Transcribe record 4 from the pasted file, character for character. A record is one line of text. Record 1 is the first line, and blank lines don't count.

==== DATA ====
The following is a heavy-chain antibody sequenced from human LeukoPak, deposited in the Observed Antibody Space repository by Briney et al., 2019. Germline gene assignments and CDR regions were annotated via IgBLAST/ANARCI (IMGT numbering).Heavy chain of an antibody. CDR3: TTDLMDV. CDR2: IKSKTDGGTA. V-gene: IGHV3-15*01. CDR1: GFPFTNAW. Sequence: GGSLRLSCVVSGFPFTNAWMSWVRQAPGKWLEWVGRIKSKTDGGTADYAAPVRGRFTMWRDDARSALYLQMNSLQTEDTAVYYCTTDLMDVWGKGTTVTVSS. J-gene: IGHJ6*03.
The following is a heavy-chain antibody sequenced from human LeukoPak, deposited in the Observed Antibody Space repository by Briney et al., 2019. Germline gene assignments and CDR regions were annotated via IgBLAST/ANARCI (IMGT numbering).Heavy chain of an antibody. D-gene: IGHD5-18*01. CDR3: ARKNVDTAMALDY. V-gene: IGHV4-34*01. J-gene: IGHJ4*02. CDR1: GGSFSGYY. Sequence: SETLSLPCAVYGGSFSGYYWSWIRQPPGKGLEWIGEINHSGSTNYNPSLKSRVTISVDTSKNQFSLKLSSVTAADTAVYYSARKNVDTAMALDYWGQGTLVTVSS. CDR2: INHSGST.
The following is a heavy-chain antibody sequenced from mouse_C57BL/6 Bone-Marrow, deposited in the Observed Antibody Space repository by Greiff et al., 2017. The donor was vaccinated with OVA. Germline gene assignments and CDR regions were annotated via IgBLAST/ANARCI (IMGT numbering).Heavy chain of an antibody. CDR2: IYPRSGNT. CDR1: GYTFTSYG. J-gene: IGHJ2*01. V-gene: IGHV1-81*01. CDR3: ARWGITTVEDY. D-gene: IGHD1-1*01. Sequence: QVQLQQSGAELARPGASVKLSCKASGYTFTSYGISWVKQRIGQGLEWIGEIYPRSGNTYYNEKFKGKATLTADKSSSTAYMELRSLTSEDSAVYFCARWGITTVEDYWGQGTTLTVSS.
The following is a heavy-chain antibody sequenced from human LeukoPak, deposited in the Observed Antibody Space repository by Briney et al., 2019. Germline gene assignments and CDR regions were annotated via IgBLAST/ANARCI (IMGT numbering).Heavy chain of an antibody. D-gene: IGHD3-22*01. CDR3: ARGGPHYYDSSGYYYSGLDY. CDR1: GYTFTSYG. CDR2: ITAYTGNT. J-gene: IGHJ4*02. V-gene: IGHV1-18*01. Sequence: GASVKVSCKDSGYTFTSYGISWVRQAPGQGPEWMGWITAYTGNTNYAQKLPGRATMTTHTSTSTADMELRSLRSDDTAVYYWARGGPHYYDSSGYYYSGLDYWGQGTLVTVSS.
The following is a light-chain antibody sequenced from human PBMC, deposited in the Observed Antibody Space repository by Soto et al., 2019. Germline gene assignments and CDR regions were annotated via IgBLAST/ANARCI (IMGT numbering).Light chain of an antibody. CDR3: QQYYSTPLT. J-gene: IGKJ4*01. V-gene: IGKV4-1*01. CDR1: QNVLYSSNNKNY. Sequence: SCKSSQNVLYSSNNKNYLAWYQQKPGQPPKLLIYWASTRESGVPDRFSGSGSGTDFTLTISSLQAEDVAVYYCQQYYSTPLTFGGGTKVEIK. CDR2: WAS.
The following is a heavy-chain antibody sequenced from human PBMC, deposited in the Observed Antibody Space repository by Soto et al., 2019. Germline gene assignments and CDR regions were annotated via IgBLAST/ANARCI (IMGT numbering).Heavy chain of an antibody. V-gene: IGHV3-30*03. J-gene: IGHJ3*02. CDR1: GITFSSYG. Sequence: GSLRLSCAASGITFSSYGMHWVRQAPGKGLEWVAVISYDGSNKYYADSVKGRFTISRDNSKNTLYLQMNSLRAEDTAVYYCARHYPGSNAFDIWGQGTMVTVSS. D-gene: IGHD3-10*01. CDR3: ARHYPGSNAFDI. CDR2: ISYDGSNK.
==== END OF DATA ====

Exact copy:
The following is a heavy-chain antibody sequenced from human LeukoPak, deposited in the Observed Antibody Space repository by Briney et al., 2019. Germline gene assignments and CDR regions were annotated via IgBLAST/ANARCI (IMGT numbering).Heavy chain of an antibody. D-gene: IGHD3-22*01. CDR3: ARGGPHYYDSSGYYYSGLDY. CDR1: GYTFTSYG. CDR2: ITAYTGNT. J-gene: IGHJ4*02. V-gene: IGHV1-18*01. Sequence: GASVKVSCKDSGYTFTSYGISWVRQAPGQGPEWMGWITAYTGNTNYAQKLPGRATMTTHTSTSTADMELRSLRSDDTAVYYWARGGPHYYDSSGYYYSGLDYWGQGTLVTVSS.